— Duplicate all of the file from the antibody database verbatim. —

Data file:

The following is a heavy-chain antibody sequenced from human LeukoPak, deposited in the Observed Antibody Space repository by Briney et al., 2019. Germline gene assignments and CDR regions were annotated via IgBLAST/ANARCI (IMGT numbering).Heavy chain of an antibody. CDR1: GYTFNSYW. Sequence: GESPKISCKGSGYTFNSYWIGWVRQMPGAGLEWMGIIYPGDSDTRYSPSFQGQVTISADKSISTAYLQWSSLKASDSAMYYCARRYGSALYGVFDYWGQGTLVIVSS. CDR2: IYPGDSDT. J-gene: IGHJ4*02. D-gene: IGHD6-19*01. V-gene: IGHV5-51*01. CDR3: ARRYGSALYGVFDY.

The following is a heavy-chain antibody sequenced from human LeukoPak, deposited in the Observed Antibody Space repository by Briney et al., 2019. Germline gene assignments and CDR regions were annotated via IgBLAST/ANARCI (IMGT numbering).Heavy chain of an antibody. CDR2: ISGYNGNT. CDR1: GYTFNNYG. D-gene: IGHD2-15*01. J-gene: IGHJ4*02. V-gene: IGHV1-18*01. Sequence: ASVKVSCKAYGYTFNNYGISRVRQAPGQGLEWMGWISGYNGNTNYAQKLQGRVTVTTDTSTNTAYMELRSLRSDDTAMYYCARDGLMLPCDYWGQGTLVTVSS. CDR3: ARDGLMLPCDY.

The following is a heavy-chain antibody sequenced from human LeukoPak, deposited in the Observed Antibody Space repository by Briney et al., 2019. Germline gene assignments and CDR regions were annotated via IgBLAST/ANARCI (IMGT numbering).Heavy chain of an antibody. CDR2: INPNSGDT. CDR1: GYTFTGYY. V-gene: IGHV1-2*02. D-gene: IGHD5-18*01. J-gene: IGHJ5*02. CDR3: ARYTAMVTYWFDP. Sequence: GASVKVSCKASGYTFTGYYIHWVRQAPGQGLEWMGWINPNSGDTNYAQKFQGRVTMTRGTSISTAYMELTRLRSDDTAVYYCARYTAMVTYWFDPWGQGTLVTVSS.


The following is a heavy-chain antibody sequenced from human LeukoPak, deposited in the Observed Antibody Space repository by Briney et al., 2019. Germline gene assignments and CDR regions were annotated via IgBLAST/ANARCI (IMGT numbering).Heavy chain of an antibody. CDR1: GYTFNSYW. Sequence: GESPKISCKGSGYTFNSYWIGWVRQMPGAGLEWMGIIYPGDSDTRYSPSFQGQVTISADKSISTAYLQWSSLKASDSAMYYCARRYGSALYGVFDYWGQGTLVIVSS. CDR2: IYPGDSDT. J-gene: IGHJ4*02. D-gene: IGHD6-19*01. V-gene: IGHV5-51*01. CDR3: ARRYGSALYGVFDY.

The following is a heavy-chain antibody sequenced from human LeukoPak, deposited in the Observed Antibody Space repository by Briney et al., 2019. Germline gene assignments and CDR regions were annotated via IgBLAST/ANARCI (IMGT numbering).Heavy chain of an antibody. CDR2: ISGYNGNT. CDR1: GYTFNNYG. D-gene: IGHD2-15*01. J-gene: IGHJ4*02. V-gene: IGHV1-18*01. Sequence: ASVKVSCKAYGYTFNNYGISRVRQAPGQGLEWMGWISGYNGNTNYAQKLQGRVTVTTDTSTNTAYMELRSLRSDDTAMYYCARDGLMLPCDYWGQGTLVTVSS. CDR3: ARDGLMLPCDY.

The following is a heavy-chain antibody sequenced from human LeukoPak, deposited in the Observed Antibody Space repository by Briney et al., 2019. Germline gene assignments and CDR regions were annotated via IgBLAST/ANARCI (IMGT numbering).Heavy chain of an antibody. CDR2: INPNSGDT. CDR1: GYTFTGYY. V-gene: IGHV1-2*02. D-gene: IGHD5-18*01. J-gene: IGHJ5*02. CDR3: ARYTAMVTYWFDP. Sequence: GASVKVSCKASGYTFTGYYIHWVRQAPGQGLEWMGWINPNSGDTNYAQKFQGRVTMTRGTSISTAYMELTRLRSDDTAVYYCARYTAMVTYWFDPWGQGTLVTVSS.